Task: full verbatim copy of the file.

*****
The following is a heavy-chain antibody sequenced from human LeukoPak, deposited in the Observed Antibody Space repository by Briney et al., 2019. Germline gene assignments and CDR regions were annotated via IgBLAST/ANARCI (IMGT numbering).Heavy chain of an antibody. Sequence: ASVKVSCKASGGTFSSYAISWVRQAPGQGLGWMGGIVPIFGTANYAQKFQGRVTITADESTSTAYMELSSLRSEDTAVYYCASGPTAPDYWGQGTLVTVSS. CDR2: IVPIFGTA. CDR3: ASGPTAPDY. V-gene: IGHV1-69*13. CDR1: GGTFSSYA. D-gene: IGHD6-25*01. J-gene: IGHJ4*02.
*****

The following is a heavy-chain antibody sequenced from human LeukoPak, deposited in the Observed Antibody Space repository by Briney et al., 2019. Germline gene assignments and CDR regions were annotated via IgBLAST/ANARCI (IMGT numbering).Heavy chain of an antibody. Sequence: ASVKVSCKASGGTFSSYAISWVRQAPGQGLGWMGGIVPIFGTANYAQKFQGRVTITADESTSTAYMELSSLRSEDTAVYYCASGPTAPDYWGQGTLVTVSS. CDR2: IVPIFGTA. CDR3: ASGPTAPDY. V-gene: IGHV1-69*13. CDR1: GGTFSSYA. D-gene: IGHD6-25*01. J-gene: IGHJ4*02.